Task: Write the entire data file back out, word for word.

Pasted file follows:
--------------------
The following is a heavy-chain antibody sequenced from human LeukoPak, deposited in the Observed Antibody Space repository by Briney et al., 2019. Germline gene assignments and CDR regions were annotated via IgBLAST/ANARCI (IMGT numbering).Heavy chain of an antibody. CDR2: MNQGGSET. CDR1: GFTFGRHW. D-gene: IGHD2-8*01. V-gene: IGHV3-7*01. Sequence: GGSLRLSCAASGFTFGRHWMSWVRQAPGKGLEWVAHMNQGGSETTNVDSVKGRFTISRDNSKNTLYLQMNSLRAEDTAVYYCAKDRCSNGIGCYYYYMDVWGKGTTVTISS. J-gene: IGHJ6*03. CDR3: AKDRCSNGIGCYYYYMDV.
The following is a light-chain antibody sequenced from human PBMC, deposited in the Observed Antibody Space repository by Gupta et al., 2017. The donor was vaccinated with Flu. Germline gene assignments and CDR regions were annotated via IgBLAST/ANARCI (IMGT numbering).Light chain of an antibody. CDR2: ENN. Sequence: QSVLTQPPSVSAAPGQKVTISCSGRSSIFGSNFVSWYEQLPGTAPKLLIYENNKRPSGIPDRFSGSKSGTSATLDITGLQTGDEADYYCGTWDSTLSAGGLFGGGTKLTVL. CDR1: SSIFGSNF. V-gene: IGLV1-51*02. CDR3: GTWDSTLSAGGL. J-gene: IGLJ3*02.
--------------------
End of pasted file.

The following is a heavy-chain antibody sequenced from human LeukoPak, deposited in the Observed Antibody Space repository by Briney et al., 2019. Germline gene assignments and CDR regions were annotated via IgBLAST/ANARCI (IMGT numbering).Heavy chain of an antibody. CDR2: MNQGGSET. CDR1: GFTFGRHW. D-gene: IGHD2-8*01. V-gene: IGHV3-7*01. Sequence: GGSLRLSCAASGFTFGRHWMSWVRQAPGKGLEWVAHMNQGGSETTNVDSVKGRFTISRDNSKNTLYLQMNSLRAEDTAVYYCAKDRCSNGIGCYYYYMDVWGKGTTVTISS. J-gene: IGHJ6*03. CDR3: AKDRCSNGIGCYYYYMDV.
The following is a light-chain antibody sequenced from human PBMC, deposited in the Observed Antibody Space repository by Gupta et al., 2017. The donor was vaccinated with Flu. Germline gene assignments and CDR regions were annotated via IgBLAST/ANARCI (IMGT numbering).Light chain of an antibody. CDR2: ENN. Sequence: QSVLTQPPSVSAAPGQKVTISCSGRSSIFGSNFVSWYEQLPGTAPKLLIYENNKRPSGIPDRFSGSKSGTSATLDITGLQTGDEADYYCGTWDSTLSAGGLFGGGTKLTVL. CDR1: SSIFGSNF. V-gene: IGLV1-51*02. CDR3: GTWDSTLSAGGL. J-gene: IGLJ3*02.